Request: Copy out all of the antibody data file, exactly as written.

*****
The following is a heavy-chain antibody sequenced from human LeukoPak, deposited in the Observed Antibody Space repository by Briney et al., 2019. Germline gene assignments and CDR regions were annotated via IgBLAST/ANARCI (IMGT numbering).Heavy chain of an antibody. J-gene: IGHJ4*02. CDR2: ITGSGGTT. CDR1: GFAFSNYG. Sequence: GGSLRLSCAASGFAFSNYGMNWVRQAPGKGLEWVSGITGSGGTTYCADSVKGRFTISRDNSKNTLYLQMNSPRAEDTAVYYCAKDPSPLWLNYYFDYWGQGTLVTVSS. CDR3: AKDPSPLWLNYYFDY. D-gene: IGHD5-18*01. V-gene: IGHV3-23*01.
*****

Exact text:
The following is a heavy-chain antibody sequenced from human LeukoPak, deposited in the Observed Antibody Space repository by Briney et al., 2019. Germline gene assignments and CDR regions were annotated via IgBLAST/ANARCI (IMGT numbering).Heavy chain of an antibody. J-gene: IGHJ4*02. CDR2: ITGSGGTT. CDR1: GFAFSNYG. Sequence: GGSLRLSCAASGFAFSNYGMNWVRQAPGKGLEWVSGITGSGGTTYCADSVKGRFTISRDNSKNTLYLQMNSPRAEDTAVYYCAKDPSPLWLNYYFDYWGQGTLVTVSS. CDR3: AKDPSPLWLNYYFDY. D-gene: IGHD5-18*01. V-gene: IGHV3-23*01.